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Suncor storage tanks at the company's Canadian refinery in Edmonton, Alberta/GEOFF ROBINS/AFP / Getty Images

Suncor Energy Inc.'s $2.5-billion share issue has left some investment bankers in Calgary feeling jilted.

Canada's biggest energy company launched the bought deal this week to critical acclaim among investors, who expressed interest in buying at least twice as many shares as Suncor issued. Underwriters will earn more than $80-million in fees, based on the syndicate's 3.25-per-cent cut.

It's the makeup of the syndicate that has some noses out of joint.

Not surprisingly, the deal is led by the investment arms of major banks: Toronto-Dominion Bank, Canadian Imperial Bank of Commerce and J.P. Morgan Chase. However, the other 12 underwriters are all also lenders to Suncor, including foreign players with little presence here.

Notably absent are Calgary-based boutique dealers and national independents, which are slowly gaining back business after a dismal 2015, when the oil-patch downturn squelched the deal flow and forced many to make deep cuts to their work forces.

"The domestic and the U.S. banks make sense. But to the extent they shut out other local players to give small syndicate positions to foreign banks with no real presence here, who employ no people here, and where no one relies on their research, makes no sense to me," one executive at an independent dealer said.

"They simply don't look like they're a good neighbour in this one. They're domestic. They had the opportunity and choice to support a bunch of Albertans and Canadians who support them in this market. They didn't think to do so."

Local dealers such as Peters & Co. Ltd. and FirstEnergy Capital Corp. as well as national independents such as Canaccord Genuity Group Inc. or GMP Securities, could never lead a multibillion-dollar offering by a large-cap integrated oil company. Their main business is bringing junior and intermediate producers and energy service providers to the capital markets.

However, they play a crucial role in the energy-sector ecosystem – the firms they raise money for are often first to develop important geological plays, and they grow to become senior producers.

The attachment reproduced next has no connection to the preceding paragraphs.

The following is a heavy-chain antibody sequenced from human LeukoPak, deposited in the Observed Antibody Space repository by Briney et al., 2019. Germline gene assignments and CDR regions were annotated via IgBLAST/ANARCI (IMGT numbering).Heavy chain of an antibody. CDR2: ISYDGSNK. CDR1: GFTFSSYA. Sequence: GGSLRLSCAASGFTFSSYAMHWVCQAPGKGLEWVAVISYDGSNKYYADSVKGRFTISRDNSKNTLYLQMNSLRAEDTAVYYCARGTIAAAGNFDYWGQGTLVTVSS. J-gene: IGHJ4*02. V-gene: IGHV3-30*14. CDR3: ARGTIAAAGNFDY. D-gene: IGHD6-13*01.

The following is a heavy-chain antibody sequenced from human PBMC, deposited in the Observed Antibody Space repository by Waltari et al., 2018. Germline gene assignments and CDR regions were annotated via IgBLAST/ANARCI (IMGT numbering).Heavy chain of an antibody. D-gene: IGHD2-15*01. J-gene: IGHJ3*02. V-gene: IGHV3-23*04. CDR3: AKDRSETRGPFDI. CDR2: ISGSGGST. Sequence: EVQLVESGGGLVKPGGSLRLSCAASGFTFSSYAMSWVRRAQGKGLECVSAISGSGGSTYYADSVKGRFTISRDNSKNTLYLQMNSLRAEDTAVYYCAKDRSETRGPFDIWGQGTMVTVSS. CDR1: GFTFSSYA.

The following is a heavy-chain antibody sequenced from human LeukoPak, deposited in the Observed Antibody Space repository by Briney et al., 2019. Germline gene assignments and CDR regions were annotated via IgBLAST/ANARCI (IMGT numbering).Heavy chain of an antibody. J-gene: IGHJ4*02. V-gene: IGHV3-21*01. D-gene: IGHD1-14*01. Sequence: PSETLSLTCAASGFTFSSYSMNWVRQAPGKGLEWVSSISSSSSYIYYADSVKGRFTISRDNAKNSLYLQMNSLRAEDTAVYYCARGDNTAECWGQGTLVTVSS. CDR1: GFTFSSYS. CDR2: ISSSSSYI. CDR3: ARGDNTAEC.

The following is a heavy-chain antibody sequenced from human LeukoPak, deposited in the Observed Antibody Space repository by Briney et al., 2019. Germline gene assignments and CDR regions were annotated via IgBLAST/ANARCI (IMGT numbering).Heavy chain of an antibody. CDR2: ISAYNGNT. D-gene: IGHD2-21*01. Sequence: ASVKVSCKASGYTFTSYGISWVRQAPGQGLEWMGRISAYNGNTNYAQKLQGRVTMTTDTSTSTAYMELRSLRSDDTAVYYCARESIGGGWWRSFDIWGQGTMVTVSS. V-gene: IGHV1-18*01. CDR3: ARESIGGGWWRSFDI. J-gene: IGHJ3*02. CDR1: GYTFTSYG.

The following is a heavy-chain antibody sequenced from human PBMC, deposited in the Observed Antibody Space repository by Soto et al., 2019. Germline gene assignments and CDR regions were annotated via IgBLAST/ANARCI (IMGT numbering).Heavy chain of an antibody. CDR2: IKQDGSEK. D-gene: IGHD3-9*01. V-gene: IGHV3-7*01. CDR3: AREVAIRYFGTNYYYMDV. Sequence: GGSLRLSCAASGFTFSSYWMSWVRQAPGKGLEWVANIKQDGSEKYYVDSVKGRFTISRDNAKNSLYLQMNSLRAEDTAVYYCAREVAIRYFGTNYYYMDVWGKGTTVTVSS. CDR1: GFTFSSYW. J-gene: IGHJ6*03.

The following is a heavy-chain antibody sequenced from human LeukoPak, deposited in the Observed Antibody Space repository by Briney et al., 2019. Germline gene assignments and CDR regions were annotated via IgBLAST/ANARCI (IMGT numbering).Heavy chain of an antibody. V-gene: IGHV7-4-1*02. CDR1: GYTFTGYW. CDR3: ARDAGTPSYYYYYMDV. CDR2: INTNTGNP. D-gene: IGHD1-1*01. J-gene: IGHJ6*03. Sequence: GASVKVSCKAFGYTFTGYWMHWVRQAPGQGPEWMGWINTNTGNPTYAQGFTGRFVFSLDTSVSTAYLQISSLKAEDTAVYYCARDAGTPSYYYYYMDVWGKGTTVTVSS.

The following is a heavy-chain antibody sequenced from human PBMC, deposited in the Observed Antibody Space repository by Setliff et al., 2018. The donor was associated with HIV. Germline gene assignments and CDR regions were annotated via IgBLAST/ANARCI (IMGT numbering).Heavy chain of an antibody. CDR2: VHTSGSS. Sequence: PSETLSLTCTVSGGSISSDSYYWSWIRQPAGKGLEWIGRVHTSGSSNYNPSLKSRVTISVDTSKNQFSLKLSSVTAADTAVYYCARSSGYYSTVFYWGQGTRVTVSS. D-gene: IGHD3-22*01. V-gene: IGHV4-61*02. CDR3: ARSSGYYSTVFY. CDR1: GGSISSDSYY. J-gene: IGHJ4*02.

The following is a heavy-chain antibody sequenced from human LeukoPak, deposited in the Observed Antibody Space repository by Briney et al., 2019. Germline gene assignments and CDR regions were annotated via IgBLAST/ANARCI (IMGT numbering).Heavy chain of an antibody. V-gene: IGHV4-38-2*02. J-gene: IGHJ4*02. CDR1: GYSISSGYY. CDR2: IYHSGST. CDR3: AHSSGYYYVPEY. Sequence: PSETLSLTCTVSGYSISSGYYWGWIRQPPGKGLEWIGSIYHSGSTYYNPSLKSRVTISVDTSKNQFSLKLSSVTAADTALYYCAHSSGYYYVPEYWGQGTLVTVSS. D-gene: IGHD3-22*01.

To recognize the independents' role, large energy companies traditionally allocate a small portion of their stock sales to them. This might represent as much as 10 per cent of the fees, but typically it's as little as half of one per cent to each of the independent Calgary dealers. On the Suncor offering, energy executives and bankers said the locals would have expected to receive between $1-million and $2-million of the underwriting fees. These firms all have analysts who cover Suncor, and they trade its stock.

Other recent energy offerings, including TransCanada Corp.'s record-setting $4.42-billion issue and Enbridge Inc.'s $2.3-billion offering, included smaller non-lenders such as Peters & Co. Ltd. and FirstEnergy Capital Corp. among the underwriters.

In its prospectus, Suncor is clear that it has lending relationships with all of the dealers in the syndicate. The one independent on the list, AltaCorp Capital Inc., is not itself a lender, but is minority-owned by ATB Financial, which provides credit. ATB is owned by the government of Alberta.

"These are institutions that we do business with and when opportunities such as this come along, we see if they'd be interested in participating, given the ongoing business relationship," Suncor spokeswoman Sneh Seetal said.

Indeed, Suncor has said strengthening its balance sheet is a major priority as it works to pay down debt associated with acquisitions of two interests in the Syncrude Canada Ltd. oil sands project this year. Before it issued the shares, analysts estimated Suncor's funding gap at $5-billion, highlighting the importance of its credit capacity.

Still, some investment bankers questioned why Suncor would favour foreign players such as BNP Paribas, Mitsubishi UFJ Financial Group Inc. and Mizuho Securities, with precious little presence in the Calgary market.

However, one veteran observer points out that lending, trading statistics and client bases are also key factors companies consider when assembling underwriting rosters.

With files from Jeff Lewis and Carrie Tait

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